Carolee spoke then, the cat’s purr audible, her stroking of him the faintest sibilance.
“Let me answer you, Charmante. Let me say what my cousin doesn’t know. The little porcelain angel, where did it come from? Where did it? We had a music box…I ought to say my mother had. The type with a cache for trinkets. Did I steal a treasure from her? She and I never had that conversation. I’m not sparing myself. I want to say I thought Charleton was too homely, too dull. But I couldn’t have hated him for those things. Remember Godfrey was alive, trying in fits to kill himself…trying to kill my mother. Kill her, I mean, by killing everything she loved. He started a fire in his bedroom. He poisoned the fish, pouring kerosene in their tank. And he arranged mirrors. I don’t think he knew…how to draw spirits, I suppose… I was jaded to it, then, not afraid. I just found God embarrassing, mad. Dangerous, in that he would go to the city and the police take him for some obscenity.” She laughed. “The Robacks were people of reputation. And so we had to acknowledge Godfrey, pay for him. And you see, Charleton had been my ally. He’d become useless, mooning over me, making a tragedy of his chaste love. I didn’t care for love, any sort. I wanted my friend to protect me. For a hateful…desperate, maybe…will to do mischief, I told him the angel was found in the ashes of the old hospital. That it was a talisman, or pledge, against the Dumain family’s guilt, to be passed to each generation until we’d redeemed ourselves…a sorority girl’s story. I didn’t know my cousin well enough. That yarn, which I promise I made up on the spot, seized his imagination. He wanted to take it from me, and I said, ‘Why, this is yours by right.’ I said that. And then I said, ‘Be careful’.”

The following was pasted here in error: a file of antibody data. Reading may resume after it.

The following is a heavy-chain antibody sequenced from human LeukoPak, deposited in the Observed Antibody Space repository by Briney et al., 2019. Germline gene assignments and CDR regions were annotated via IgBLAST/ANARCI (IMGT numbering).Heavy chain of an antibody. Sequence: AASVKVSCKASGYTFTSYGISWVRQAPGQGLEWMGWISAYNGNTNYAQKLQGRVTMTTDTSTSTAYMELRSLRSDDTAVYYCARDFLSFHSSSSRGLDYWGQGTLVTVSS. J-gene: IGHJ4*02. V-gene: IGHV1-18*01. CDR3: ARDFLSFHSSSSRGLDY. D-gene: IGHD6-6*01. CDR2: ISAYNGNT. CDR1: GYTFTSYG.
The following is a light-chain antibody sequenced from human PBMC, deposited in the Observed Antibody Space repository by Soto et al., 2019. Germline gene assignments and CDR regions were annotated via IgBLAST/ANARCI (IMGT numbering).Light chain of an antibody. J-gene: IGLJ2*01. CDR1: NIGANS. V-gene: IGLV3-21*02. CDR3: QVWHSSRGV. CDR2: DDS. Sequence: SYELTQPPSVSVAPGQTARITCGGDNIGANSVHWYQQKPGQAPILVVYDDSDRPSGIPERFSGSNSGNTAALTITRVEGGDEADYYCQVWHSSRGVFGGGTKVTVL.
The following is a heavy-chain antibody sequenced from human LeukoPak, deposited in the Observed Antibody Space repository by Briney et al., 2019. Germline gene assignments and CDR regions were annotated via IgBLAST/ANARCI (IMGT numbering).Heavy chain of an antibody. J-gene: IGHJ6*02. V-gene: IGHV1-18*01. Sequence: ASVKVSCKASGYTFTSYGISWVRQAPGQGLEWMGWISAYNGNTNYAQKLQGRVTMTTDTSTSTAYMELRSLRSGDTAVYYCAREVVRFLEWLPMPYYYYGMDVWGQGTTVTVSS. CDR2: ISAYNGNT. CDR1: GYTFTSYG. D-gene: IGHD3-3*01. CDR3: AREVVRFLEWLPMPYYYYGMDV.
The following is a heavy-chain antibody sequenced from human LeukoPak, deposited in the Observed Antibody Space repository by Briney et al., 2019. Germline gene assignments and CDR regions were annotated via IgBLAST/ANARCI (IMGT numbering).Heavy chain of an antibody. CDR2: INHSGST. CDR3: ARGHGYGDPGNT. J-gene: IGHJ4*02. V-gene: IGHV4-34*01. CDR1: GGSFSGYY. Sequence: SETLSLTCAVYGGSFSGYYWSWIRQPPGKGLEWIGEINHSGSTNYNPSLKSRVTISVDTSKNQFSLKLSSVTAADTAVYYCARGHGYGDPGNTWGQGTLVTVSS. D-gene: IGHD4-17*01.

William’s labor drowned all other sound. He grunted with the effort of one oar and a contrary flow of water, a concentration that could not afford being broken. The women sat poised, swallowing their breaths. Charmante knew the mirrors signaled; she felt them probe the nape of her neck. If she looked, she must shift from this crouch, and the life-preserving balance would be harmed, the current win.
They came free, a sudden glide. The waters lapped the shore twenty feet away. But William stopped pushing himself only when the bottom scraped among cypress roots. Veronica lurched with the lantern; the swing snuffed its flame. For minutes, they saw nothing. They heard nothing whatever human. The river, spreading to earth here, waved them into a tighter tangle.
Marian struck a match, and lit the second lantern. “There’s a log that’s still got bark on it, and see there, it goes up onto dry land. I don’t expect any better answer, Miss Veronica. We’ll have to tie up the boat best we can.”
“Poor Brasher. But it was us broke faith…so the Institute will buy him a new boat, if we ever find him.”
“I about done in my hands,” William said, to Charmante.
“I’m so sorry. I don’t know what to do.” And then she said, “Thank you, William.”
“Yes, for Heaven’s sake, what a hero! We’ll think of something to make it up to you. Marian?”
Veronica was on the log-bridge. Marian sighed and handed up the light.
(2020, Stephanie Foster)